Malcolm Jones Requests Release From UCLA
Three years ago, the UCLA Bruinswon a major recruiting battle when they convinced former Gatorade player of the year Malcolm Jones to come play running back for them. They beat out Pac 12 powerhouses like Stanford, Oregon, and most importantly USC to sign the talented runner, who looked to be on his way to a bright collegiate career. Things haven’t gone to plan, however, and after two years of sporadic playing time, Jones has requested his release from the team.
The 6-foot, 220-pound junior came UCLA with a lot of potential, but failed to mesh well with the up-tempo, pistol offense that Rick Neuheisel implemented in his last two seasons. Jones was hopeful that his power-running style would be a better fit for Jim Mora‘s pro-style offense, but that hasn’t panned out either.
As the Bruins opened the season against Rice, Jones found himself as the fourth running back on the depth behind Jonathan Franklin, Jordon James, and Damien Thigpen. And after the Bruins dispatched Rice 49-24 with Jones getting on the field only in garbage time (rushing three times for 10 yards), the former prep star had enough and requested his release.
So what went wrong for Jones and UCLA? The running back himself admits “I’m not the fastest back,” which immediately put him at odds with the up-tempo attack that the Bruins have transitioned to over the last few seasons. All of the running backs ahead of him on the depth chart are quick, shifty backs that are much more natural fits in the Bruins spread offense.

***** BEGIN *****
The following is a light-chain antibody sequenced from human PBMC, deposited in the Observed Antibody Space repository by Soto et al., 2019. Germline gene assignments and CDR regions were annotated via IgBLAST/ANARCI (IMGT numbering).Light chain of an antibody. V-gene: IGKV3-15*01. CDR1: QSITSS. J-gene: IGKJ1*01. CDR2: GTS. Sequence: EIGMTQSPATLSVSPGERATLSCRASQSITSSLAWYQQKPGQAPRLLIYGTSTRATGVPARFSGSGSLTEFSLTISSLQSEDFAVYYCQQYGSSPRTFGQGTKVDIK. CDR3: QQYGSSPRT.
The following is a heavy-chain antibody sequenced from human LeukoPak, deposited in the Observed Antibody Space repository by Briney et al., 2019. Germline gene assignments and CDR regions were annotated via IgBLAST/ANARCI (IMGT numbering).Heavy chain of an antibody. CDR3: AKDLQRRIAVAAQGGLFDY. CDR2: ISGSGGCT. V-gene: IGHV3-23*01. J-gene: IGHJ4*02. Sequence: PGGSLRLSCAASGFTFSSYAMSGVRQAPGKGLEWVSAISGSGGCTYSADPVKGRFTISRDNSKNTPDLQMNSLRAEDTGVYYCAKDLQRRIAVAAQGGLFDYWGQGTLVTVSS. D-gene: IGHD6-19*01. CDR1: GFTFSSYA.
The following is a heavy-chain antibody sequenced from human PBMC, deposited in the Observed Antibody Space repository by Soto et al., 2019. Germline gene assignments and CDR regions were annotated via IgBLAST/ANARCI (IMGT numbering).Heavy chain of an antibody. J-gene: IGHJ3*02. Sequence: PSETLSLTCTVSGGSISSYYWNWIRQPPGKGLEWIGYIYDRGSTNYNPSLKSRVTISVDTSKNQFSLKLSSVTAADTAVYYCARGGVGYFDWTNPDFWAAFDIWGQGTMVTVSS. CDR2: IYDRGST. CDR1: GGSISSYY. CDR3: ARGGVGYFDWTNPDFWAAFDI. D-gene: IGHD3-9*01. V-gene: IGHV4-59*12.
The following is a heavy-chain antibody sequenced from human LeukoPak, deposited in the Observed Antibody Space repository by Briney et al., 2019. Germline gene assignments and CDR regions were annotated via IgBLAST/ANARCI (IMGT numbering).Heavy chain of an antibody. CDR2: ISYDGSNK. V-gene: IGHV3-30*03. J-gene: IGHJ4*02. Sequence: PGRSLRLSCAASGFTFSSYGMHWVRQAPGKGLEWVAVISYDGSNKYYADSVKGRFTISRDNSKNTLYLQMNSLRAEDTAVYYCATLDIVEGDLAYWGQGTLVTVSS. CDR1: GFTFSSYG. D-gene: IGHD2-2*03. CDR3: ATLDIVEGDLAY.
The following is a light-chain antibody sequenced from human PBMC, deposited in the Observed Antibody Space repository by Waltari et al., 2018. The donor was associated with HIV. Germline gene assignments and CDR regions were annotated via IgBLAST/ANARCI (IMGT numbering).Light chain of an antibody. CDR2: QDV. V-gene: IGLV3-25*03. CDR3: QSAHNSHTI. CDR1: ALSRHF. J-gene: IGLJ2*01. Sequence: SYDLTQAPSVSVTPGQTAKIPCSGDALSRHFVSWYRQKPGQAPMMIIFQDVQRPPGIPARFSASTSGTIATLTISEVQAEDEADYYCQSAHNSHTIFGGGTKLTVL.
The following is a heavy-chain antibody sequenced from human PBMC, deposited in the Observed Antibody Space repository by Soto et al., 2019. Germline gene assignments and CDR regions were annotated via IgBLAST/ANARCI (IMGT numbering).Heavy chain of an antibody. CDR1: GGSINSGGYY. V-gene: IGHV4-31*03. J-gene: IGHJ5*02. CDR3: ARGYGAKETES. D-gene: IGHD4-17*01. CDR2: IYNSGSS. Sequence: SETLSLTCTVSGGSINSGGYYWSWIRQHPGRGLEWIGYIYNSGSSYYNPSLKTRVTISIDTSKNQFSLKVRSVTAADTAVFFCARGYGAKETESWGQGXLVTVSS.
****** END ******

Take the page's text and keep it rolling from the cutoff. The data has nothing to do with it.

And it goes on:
That isn’t to say that Jones doesn’t have a skill set that will appeal to someone. He’s a bruising back who ran for 2,477 yards and 45 touchdowns his senior year at Oaks Christian High in Westlake Village, California. In two seasons with the Bruins, however, Jones carried the ball just 80 times for 303 yards. He feels that he could be able to be a good all-around back for some team this year, but not for UCLA.
Where Jones will land is still unknown as he continues to file the necessary paperwork to make his release official. Since he played in the game against Rice, he will need to petition the NCAA to preserve this year of eligibility. It’s likely that the NCAA will grant his petition because he played so little and because he hasn’t used his redshirt season yet.
Don’t expect Mora to be too broken up about Jones’ departure, however. While losing the fourth string running back (and fifth running option behind quarterback Brett Hundley) could be a minor inconvenience when trying to find guys for garbage time, it won’t affect the Bruins offensive gameplan moving forward. It’s just one less reminder of the swing-and-miss mistakes of the Neuheisel era.
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